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Injury and Violence Prevention

Initial emergency department visits for nonfatal traumatic brain injuries, 2007–2009

Decrease desired

IVP-2.3 overview graph

Objective IVP-2.3

SOURCE: National Hospital Ambulatory Medical Care Survey (NHAMCS), CDC/NCHS.
NOTES: Data are for initial emergency department visits for nonfatal traumatic brain injuries (ICD-9-CM codes 800.0–801.9, 803.0–804.9, 850.0–854.1, 950.1–950.3, 995.55, 959.01 in any of the three diagnostic fields) among the injury emergency department subset (first listed ICD-9-CM 800–909.2, 909.4, 909.9–994.9, 995.50–995.59, 995.80–995.85, E800–E869, E880–E929, E950–E999) that were not admitted to the hospital or transferred to another facility. Data are age adjusted using the year 2000 standard population.
I = 95% confidence interval.

The rate of initial emergency department visits for nonfatal traumatic brain injuries increased 58.6% between 2007 and 2009, from 407.2 to 645.9 per 100,000 population (age adjusted).


Initial emergency department visits for nonfatal traumatic brain injuries, 2007–2009

Decrease desired

IVP-2.3 age graph

Objective IVP-2.3

SOURCE: National Hospital Ambulatory Medical Care Survey (NHAMCS), CDC/NCHS.
NOTE: Data are for initial emergency department visits for nonfatal traumatic brain injuries (ICD-9-CM codes 800.0–801.9, 803.0–804.9, 850.0–854.1, 950.1–950.3, 995.55, 959.01 in any of the three diagnostic fields) among the injury emergency department subset (first listed ICD-9-CM 800–909.2, 909.4, 909.9–994.9, 995.50–995.59, 995.80–995.85, E800–E869, E880–E929, E950–E999) that were not admitted to the hospital or transferred to another facility.
I = 95% confidence interval.

The rate of initial emergency department visits for nonfatal traumatic brain injuries varied by age. For example, in 2009, persons aged 45–64 had 279.8 initial emergency department visits for nonfatal traumatic brain injuries per 100,000 population, compared with:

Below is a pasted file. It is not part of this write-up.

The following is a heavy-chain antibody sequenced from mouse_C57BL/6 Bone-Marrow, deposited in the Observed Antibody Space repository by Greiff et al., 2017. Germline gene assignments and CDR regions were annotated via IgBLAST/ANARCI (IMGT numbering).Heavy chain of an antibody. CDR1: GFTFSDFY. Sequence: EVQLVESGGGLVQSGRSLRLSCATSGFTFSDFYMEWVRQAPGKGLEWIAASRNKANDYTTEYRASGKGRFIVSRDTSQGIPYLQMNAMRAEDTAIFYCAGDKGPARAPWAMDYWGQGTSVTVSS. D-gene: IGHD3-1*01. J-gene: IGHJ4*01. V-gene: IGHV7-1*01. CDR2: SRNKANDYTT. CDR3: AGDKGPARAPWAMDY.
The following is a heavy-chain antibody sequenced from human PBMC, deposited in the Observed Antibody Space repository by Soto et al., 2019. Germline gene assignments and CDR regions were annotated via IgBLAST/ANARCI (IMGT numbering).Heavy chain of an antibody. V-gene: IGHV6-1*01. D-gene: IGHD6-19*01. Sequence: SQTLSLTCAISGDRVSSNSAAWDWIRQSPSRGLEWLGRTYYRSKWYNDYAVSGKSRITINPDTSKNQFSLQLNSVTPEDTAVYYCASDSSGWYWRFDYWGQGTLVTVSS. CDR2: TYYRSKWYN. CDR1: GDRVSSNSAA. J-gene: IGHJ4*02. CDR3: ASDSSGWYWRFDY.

• 427.3 per 100,000 for persons aged 25–44; about one and a half times the rate for those aged 45–64.
  • 471.5 per 100,000 for persons aged 65 and over; more than one and a half times the rate for those aged 45–64.
  • 691.8 per 100,000 for persons aged 18–24; about two and a half times the rate for those aged 45–64.
  • 748.5 per 100,000 for persons aged 5–11; more than two and a half times the rate for those aged 45–64.
  • 1,044.1 per 100,000 for persons aged 12–17; more than three and a half times the rate for those aged 45–64.
  • 2,272.2 per 100,000 for persons aged 0–4; more than eight times the rate for those aged 45–64.

Poisoning deaths, 1999–2009

Decrease desired

IVP-9.1 and 9.2 graph

Objectives IVP-9.1 and IVP-9.2

SOURCE: National Vital Statistics System—Mortality (NVSS-M), CDC/NCHS.
NOTE: Data are for ICD-10 codes X40–X49, X60–X69, X85–X90, Y10–Y19, Y35.2, and *U01(.6, .7) reported as underlying cause of death.

The poisoning death rate increased overall between 1999 and 2009, and varied by age. For example, in 2009, persons under age 18 had 0.6 poisoning deaths per 100,000 population, compared with:

  • 10.6 per 100,000 for persons aged 55 and over; nearly 17 times the rate for those under 18.
  • 11.2 per 100,000 for persons aged 18–24; nearly 18 times the rate for those under 18.
  • 18.2 per 100,000 for persons aged 25–34; 29 times the rate for those under 18.
  • 25.9 per 100,000 for persons aged 35–54; more than 41 times the rate for those under 18.

Motor vehicle traffic deaths, 1999–2009

Decrease desired

IVP-13.1 graph

Objective IVP-13.1

SOURCE: National Vital Statistics System—Mortality (NVSS-M), CDC/NCHS.
NOTE: Data are for ICD-10 codes V02–V04 (.1, .9), V09.2, V12–V14 (.3–.9), V19(.4–.6), V20–V28 (.3–.9), V29–V79 (.4–.9), V80 (.3–.5),V81.1, V82.1, V83–V86 (.0–.3), V87 (.0–.8), and V89.2 reported as underlying cause of death.

The motor vehicle traffic related death rate decreased overall between 1999 and 2009, and varied by age. For example, in 2009, persons under age 18 had 3.5 motor vehicle traffic related deaths per 100,000 population, compared with:

  • 11.8 per 100,000 for persons aged 45–64; almost three and a half times the rate for those under 18.
  • 12.6 per 100,000 for persons aged 25–44; more than three and a half times the rate for those under 18.
  • 14.8 per 100,000 for persons aged 65 and over; more than four times the rate for those under 18.
  • 20.2 per 100,000 for persons aged 18–24; more than five and a half times the rate for those under 18.

Bullying, adolescents, 2011

Decrease desired

IVP-35 graph

Objective IVP-35

SOURCE: Youth Risk Behavior Surveillance System (YRBSS), CDC/NCCDPHP.
NOTE: Data are for the proportion of students in grades 9–12 who reported being bullied on school property in the past 12 months.
I = 95% confidence interval.

In 2011, 20.1% of adolescents in grades 9–12 reported being bullied on school property in the previous 12 months. This rate varied by sex and grade:

  • 18.2% of male adolescents in grades 9–12 reported being bullied on school property in the previous 12 months, compared with 22.0% of female adolescents.
  • 15.2% of 12th graders reported being bullied on school property in the previous 12 months, compared with: 22.4% of 10th graders, about one and a half times the rate for 12th graders; and 24.2% of 9th graders, more than one and a half times the rate for 12th graders.

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